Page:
, who are puttering over everyone's heads in their motorized flying machines. The men's formula is this: lawn chair + motor + parachute = something like a personal jet pack, only mellower. Segnini and Aranguren have backgrounds in engineering and aviation and are even certified to teach by the United States Powered Paragliding Association; Segnini says he's flown so many times, he stopped counting 15 years ago. During a five- to ten-day course, newbies can learn from the masters how to do both a running "foot launch" and a "trike launch," how to land on the sand as though drifting onto a cozy pillow of lamb fuzz, and possibly even how to buzz their friends lying on the beach, heh-heh. Eventually, perhaps, they can break the world record of 18,000 feet — a limit imposed not by paragliders' abilities but by the FAA, designating higher airspace only for jets. The powered paragliding course costs $1,500, but it's more worthwhile, Segnini says, if you make an additional "investment" in a powered paraglider for yourself — for just $7,000 to $10,000. Of course.

The whining. The nagging. The incessant need for coddling. Sometimes your spouse just drives you bonkers — the kind of insanity that only strolling through a labyrinth of home goods can cure. Of course, you still have the tykes to contend with. It is tedious mornings like these that demand freedom — and honey, that's why IKEA's Small Land exists. Geared toward children who are potty-trained but haven't yet gotten too big to cuddle (height requirements are between 37 and 54 inches small), the pseudo-forest allows you the opportunity to deposit your child in exchange for a pager, much like the kind you receive waiting in line at Chili's. That soon-to-be-blinking beacon of freedom guarantees you one hour of free child care, so make the most of it. While your lil' one is being slipped through various tiny doors — an identification door, a shoe removal door, and, finally, one that plops him into a playland of Lysol-ized surfaces — you're high-tailing it to the café for a 99-cent breakfast and the morning paper. Let the calming wave of grownup conversations wash over you, purifying the experience, while you take a decadent amount of time adjusting the sugar quantity in your coffee. You don't have to worry about your child's safety. He's now joined a legion of IKEA youth in coloring exercises, Disney movies, and exploration of the off-smelling ball pit. Sure, when he grows up, it might take years of therapy to associate these things with his fears of abandonment, but right now, that's not really your problem. You've served your time and earned your hour. Sip your coffee until that pager buzzes.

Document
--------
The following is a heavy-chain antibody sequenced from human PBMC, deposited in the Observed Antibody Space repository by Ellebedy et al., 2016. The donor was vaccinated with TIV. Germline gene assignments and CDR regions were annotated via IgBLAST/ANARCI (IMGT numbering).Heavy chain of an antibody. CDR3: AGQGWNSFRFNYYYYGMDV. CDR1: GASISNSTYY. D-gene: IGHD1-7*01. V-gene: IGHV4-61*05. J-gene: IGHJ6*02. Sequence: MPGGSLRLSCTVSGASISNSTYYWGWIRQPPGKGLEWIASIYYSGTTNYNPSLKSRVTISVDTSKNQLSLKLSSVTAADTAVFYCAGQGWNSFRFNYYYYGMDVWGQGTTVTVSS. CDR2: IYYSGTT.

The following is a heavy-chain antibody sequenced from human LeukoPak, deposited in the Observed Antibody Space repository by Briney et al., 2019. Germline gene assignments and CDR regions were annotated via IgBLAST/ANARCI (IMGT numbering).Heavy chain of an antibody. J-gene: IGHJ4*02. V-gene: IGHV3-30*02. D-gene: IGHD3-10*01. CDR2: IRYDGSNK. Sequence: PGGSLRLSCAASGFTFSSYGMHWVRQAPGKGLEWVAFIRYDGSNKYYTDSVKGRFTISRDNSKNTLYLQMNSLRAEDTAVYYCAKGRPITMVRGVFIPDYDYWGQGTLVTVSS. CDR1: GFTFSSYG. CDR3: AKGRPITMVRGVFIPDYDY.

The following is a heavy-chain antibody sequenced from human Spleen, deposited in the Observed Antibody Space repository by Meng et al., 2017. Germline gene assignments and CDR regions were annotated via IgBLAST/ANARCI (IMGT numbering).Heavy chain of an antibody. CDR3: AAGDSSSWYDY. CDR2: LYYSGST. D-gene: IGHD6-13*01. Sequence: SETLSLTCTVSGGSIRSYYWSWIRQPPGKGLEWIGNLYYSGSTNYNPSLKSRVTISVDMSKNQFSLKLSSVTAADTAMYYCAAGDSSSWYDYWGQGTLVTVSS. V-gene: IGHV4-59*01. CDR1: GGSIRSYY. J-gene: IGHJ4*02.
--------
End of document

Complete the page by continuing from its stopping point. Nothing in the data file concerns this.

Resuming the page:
Recycle, reuse, reupholster is your mantra, especially since you became a homeowner. Rather than making another frantic excursion to the Home Depot, try exploring Habitat for Humanity Re-Store's labyrinth of nesting supplies. It is there, in that glorious warehouse of potential, that you'll find oddly shaped doors, avocado-colored sinks, and pile upon pile of tile — all waiting patiently for the right fixer-upper to discover their inner beauty.

With a bit of creativity and many coats of paint, you'll triumphantly solve home-repair dilemmas on a pitiable budget, with merchandise marked down 80 percent from retail stores. Consider it your way to get ahead in the housing race: When the housing market levels back out, you'll want yours to be ready to sell first — avoiding that apocalyptic traffic jam of (former) Floridians gunning it to North Carolina.